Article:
Carl Love

Carl Love

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11 years, 135 days
Wayland, Massachusetts, United States
My name was formerly Carl Devore.

MaplePrimes Activity

These are answers submitted by Carl Love

I have worked a little with your code. I cannot back-up your claim that the numeric rank is taking any significant amount of time. I haven't found what's taking the majority of the time, but it's not the rank. The rank for a 1000 x 50 or so Matrix from your program takes about 5 millisecs.

To find exactly how the time is divided among the various parts of your program, use ?exprofile. And to count how many times each part of your program is executed, use ?excallgraph. I haven't had a chance yet to use these on your program.

Symbolic rank is a another matter. Computing the symbolic rank of a dense 6x6 matrix of rational functions is a formidable task. For matrices of your size, it is out of the question. But, do you really need an ironclad mathematical proof that the rank is a certain value? When you evaluate a symbolic matrix at random values for the symbols, the probability that the rank of the numeric matrix differs from the rank of the symbolic matrix is infintesimal---it's like the probability of picking 0 when picking a random real from the interval (-1,1). But you should randomly generate real reals, or real floats, so to speak, rather than the 2-decimal-place ones that you are using. And there's no need to check the numeric rank multiple times. Two is enough. If the numeric rank differs (which might be due to numeric instability) between the two, then try a third.

The curve-fitting commands seem to object to infinite sums. We can get around that problem by making the model a procedure. To deal with the problem of the sum not converging (for x < C), we note that for x = C the sum is exactly Pi^2/6.

Model:= proc(x,A,B,C)
local n,S;
     S:= evalf(Sum(exp(-n^2*(x-C))/n^2, n= 1..infinity));
     A*x+B*`if`(S::numeric, S, evalf(Pi^2/6))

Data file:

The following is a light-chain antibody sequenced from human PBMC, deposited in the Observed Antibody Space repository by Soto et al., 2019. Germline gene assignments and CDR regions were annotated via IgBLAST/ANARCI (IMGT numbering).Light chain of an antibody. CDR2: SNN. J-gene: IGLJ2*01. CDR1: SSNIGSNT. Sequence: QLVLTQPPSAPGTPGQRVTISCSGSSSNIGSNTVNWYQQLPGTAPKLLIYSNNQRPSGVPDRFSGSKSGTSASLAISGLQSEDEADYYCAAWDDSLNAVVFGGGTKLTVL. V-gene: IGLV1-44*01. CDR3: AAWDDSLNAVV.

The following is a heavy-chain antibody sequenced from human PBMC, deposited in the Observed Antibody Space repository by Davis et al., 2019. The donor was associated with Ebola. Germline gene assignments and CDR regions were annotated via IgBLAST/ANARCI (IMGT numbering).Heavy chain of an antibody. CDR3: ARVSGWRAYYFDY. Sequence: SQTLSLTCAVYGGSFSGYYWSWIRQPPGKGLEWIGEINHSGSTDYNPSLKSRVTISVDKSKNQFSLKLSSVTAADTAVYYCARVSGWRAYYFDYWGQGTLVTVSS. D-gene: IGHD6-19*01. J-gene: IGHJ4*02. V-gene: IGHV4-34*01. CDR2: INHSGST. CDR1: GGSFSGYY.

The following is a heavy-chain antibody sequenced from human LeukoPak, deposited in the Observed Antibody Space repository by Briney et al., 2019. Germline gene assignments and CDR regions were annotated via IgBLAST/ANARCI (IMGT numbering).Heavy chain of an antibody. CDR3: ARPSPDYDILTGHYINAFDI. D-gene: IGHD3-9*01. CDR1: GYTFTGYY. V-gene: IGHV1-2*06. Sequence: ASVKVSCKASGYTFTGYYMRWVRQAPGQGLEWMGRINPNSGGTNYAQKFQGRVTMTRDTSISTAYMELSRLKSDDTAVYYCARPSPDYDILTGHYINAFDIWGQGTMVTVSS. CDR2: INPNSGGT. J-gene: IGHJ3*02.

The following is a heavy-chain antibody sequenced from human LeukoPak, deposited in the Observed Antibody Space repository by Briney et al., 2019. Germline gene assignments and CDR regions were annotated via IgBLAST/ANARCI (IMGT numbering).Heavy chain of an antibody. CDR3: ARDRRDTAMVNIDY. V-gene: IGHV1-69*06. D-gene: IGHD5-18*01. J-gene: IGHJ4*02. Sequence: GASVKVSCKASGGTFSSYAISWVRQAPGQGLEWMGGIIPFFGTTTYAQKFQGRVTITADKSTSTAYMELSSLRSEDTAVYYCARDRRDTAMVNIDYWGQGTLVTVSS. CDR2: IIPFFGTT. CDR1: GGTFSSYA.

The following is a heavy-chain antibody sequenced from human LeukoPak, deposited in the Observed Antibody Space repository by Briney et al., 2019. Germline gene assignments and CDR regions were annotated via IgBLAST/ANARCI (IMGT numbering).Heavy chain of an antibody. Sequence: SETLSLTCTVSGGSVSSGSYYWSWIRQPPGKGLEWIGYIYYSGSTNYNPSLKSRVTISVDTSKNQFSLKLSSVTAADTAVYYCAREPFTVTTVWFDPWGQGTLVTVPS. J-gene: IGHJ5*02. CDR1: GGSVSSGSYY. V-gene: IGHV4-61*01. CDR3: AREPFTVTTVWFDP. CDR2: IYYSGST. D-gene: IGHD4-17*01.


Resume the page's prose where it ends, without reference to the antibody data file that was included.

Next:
end proc:

I'm using the same data as Markiyan.
N:= 5:
X:= Vector([1, 2, 3, 4, 5], datatype = float[8]):
Y:= Vector([2, 2, 6, 6, 8], datatype = float[8]):

Command below takes a few seconds.
Out:= Statistics:-NonlinearFit(
     Model, X, Y,
     output= [parametervector, residualstandarddeviation]
params:= convert(Out[1],list);
   [1.5912704466501741, 0.1423486016778657, 0.9999710638062892]

std_dev:= Out[2];

P1:= plot(x-> Model(x,params[]), 0..6):
P2:= plot(
     ['[X[k], Y[k]]' $ 'k'= 1..N],
     style= point, symbol= cross, symbolsize= 20
plots:-display([P1,P2], gridlines= false);


You could select a section of code with the mouse, then from the Edit menu select Execute --> Selection.

Did you try View(img_edge)? That almost seems too obvious an answer. So, do you mean that you can't find the file edge.jpg on your hard drive? It helps if you specify a directory (folder) with the filename. For example,

Write("C:/Users/Carl/desktop/edge.jpg", img_edge);

Your file is probably in the directory (folder) specified by currentdir();

For me, that would be

                  "C:\Program Files\Maple 17"

You could do something like this:

sineplot:= (Amp,freq,phase)->
     plot(sine(Amp, freq, phase, 't'), 't'= 0 .. 1, title = cat(freq, " sine wave cycles")):


Even if you set all four parameters to 1, the resulting polynomial is not solvable.

I would guess that this is related to the bug discussed in this thread. An interesting difference is that that error was "invalid character in short integer encoding 70 F".

It's hard to diagnose without seeing your code. Please upload it. But it's probably not anything wrong that you are doing; rather it's a bug in Maple. You may be able to work around the bug by changing the value of Digits. In the other case, Digits:= 20 worked.

Simply use allvalues(%). This will divide the right side of the expression into two parts, one for each solution of the quadratic. After that, you'll need to work with the parts separately.